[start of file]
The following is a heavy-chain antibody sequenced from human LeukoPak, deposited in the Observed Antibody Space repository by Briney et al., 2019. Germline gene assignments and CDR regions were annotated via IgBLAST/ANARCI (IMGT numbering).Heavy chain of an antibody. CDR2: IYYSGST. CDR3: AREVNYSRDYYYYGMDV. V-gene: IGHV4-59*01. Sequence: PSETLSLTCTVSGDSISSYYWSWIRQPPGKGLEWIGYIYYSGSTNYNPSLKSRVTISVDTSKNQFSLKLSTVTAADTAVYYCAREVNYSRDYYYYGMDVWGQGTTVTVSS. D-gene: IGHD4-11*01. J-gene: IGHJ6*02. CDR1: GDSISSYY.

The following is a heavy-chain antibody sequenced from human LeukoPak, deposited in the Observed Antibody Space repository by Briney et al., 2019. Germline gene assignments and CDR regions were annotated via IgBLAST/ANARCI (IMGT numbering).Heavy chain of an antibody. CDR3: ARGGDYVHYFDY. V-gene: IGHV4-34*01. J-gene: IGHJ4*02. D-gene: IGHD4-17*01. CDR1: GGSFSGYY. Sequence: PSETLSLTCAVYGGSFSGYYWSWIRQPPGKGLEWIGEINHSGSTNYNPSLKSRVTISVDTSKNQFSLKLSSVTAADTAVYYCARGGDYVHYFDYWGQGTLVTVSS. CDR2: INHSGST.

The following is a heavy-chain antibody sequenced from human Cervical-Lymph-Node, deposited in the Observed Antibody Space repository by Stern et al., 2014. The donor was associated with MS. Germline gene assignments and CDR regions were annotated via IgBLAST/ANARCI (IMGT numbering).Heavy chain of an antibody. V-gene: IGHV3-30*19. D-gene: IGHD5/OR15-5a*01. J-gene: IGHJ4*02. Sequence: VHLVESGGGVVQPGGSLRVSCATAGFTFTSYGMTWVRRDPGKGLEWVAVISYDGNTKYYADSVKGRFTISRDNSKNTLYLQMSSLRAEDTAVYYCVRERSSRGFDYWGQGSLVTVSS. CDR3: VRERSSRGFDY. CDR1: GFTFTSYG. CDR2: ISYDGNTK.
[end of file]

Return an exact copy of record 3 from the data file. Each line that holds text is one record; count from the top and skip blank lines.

The following is a heavy-chain antibody sequenced from human Cervical-Lymph-Node, deposited in the Observed Antibody Space repository by Stern et al., 2014. The donor was associated with MS. Germline gene assignments and CDR regions were annotated via IgBLAST/ANARCI (IMGT numbering).Heavy chain of an antibody. V-gene: IGHV3-30*19. D-gene: IGHD5/OR15-5a*01. J-gene: IGHJ4*02. Sequence: VHLVESGGGVVQPGGSLRVSCATAGFTFTSYGMTWVRRDPGKGLEWVAVISYDGNTKYYADSVKGRFTISRDNSKNTLYLQMSSLRAEDTAVYYCVRERSSRGFDYWGQGSLVTVSS. CDR3: VRERSSRGFDY. CDR1: GFTFTSYG. CDR2: ISYDGNTK.